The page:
In early 2008, Pau Gasol was a potentially transformative basketball force just reaching the height of his powers. The only franchise he had ever played for, however, was largely powerless.
The Grizzlies drafted the 7-foot Spaniard third overall in 2001, coinciding perfectly with the franchise’s move from Vancouver to Memphis.
Everything would be built around the talented foreigner, much like Dallas with Dirk Nowitzki.
Gasol in 2006 became the first All-Star in franchise history, and with everything running through him, Memphis qualified for the playoffs from 2004 to 2006 after failing to do so in its first eight seasons of existence.
The Grizzlies never advanced past the first round.
Even with Gasol putting up 20 and 10, Memphis won just 22 games during the 2006-07 season, 27 fewer than the year before.
Memphis’ postseason prospects looked even grimmer by the time Feb. 1, 2008 rolled around.
With the team just 13-33, and with no immediate path back to relevance, Grizzlies general manager Chris Wallace pulled the trigger on one of the biggest trades in NBA history.
In exchange for Gasol and a future second-round, the Lakers sent back the draft rights to Marc Gasol – at that time known only as Pau’s unproven, somewhat pudgy younger brother – Kwame Brown, Javaris Crittenton, Aaron McKie and two future first-round draft picks.
For Gasol, the memory remains fresh nine years later.
“I was at practice, I was going through some back injury and I wasn’t playing at the time,” Gasol said. “So I was doing some individual work after practice and I went down to the locker room.”
After a quick shower, Gasol was summoned to Wallace’s office for what he thought was just a simple talk between franchise player and general manager.
“I step into the office and it’s like, ‘Pau, you just got traded to the Lakers,’” he recalled, laughing.
“Well, good morning to you, too.”
Gasol likened the moment to a “punch out of nowhere.”
“So boom, that hits you,” he said. “The fact of getting traded, especially after you never got traded before and you’ve been playing with the franchise in that city for six and a half years or seasons.
“And then you start to digest it, but it’s an emotional ride for sure. There’s so much going on you just can’t grasp it fully and in a few hours you’re on the plane to your next destination, getting a physical the next morning – welcome to your new home, and hopefully it’s a good home. I was very lucky that it was the perfect fit for me and it worked out really well, I wouldn’t change it for anything.”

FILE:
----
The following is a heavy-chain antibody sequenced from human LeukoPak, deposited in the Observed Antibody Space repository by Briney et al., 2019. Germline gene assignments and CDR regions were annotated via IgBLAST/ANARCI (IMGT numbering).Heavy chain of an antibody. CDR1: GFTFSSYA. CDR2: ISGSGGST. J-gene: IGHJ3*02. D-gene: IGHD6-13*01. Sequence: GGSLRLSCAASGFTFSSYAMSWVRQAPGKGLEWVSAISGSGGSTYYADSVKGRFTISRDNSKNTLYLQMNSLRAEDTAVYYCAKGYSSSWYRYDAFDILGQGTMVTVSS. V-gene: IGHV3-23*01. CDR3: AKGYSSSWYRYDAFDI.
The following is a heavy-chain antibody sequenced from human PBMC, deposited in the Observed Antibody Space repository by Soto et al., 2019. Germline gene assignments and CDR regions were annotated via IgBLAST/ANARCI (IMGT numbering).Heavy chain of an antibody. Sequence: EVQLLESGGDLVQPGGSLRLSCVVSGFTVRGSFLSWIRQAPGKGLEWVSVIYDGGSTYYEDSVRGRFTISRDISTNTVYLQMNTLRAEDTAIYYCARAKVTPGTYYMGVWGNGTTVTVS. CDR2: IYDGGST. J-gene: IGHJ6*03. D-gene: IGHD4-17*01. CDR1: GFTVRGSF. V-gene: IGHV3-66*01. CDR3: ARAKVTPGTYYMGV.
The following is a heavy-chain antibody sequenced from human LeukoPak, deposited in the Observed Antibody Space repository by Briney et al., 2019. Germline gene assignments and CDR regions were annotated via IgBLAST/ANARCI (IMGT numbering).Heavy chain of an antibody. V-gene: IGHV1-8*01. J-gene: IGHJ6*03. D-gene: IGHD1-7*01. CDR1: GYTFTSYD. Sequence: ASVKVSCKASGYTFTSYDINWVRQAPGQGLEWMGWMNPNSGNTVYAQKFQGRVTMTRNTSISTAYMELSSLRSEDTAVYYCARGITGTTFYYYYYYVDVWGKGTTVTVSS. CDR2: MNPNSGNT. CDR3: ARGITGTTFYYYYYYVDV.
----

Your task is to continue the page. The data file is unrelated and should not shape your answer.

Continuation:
Spurs coach Gregg Popovich openly panned the move.
"What they did in Memphis is beyond comprehension," Popovich said at the time. "There should be a trade committee that can scratch all trades that make no sense. I just wish I had been on a trade committee that oversees NBA trades. I'd like to elect myself to that committee. I would have voted no to the L.A. trade."
Gasol formed a familial bond with Kobe Bryant both on and off the court, and the Lakers appeared in three consecutive Finals from 2008 to 2010, winning the last two.
The “Grind City” Grizzlies returned to the playoffs in 2011, eliminating the Spurs in the first round in part due to the younger Gasol’s play.
Memphis has been involved in every postseason since, the longest streak in franchise history — all thanks to a deal many, like Popovich, initially shot down.
"Not only did we pick up Marc, that salary cap room was later used to trade into with the Clippers for Zach Randolph," Wallace said during an appearance on USA Today's NBA podcast. "At one time when we first got into the playoffs, the 2010-11 season, we had seven to nine players on the team that, if you traced their roots how they got to Memphis, you could trace to that deal."
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